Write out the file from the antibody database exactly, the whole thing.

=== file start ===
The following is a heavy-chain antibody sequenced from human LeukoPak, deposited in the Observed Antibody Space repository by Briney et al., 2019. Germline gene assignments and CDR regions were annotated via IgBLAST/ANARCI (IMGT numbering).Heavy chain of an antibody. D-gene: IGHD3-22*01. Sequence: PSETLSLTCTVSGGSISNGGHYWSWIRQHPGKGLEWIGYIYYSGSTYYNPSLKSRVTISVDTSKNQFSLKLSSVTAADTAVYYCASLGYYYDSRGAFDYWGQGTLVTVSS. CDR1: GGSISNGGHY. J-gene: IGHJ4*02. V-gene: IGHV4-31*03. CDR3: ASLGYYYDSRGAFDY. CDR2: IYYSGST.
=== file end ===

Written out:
The following is a heavy-chain antibody sequenced from human LeukoPak, deposited in the Observed Antibody Space repository by Briney et al., 2019. Germline gene assignments and CDR regions were annotated via IgBLAST/ANARCI (IMGT numbering).Heavy chain of an antibody. D-gene: IGHD3-22*01. Sequence: PSETLSLTCTVSGGSISNGGHYWSWIRQHPGKGLEWIGYIYYSGSTYYNPSLKSRVTISVDTSKNQFSLKLSSVTAADTAVYYCASLGYYYDSRGAFDYWGQGTLVTVSS. CDR1: GGSISNGGHY. J-gene: IGHJ4*02. V-gene: IGHV4-31*03. CDR3: ASLGYYYDSRGAFDY. CDR2: IYYSGST.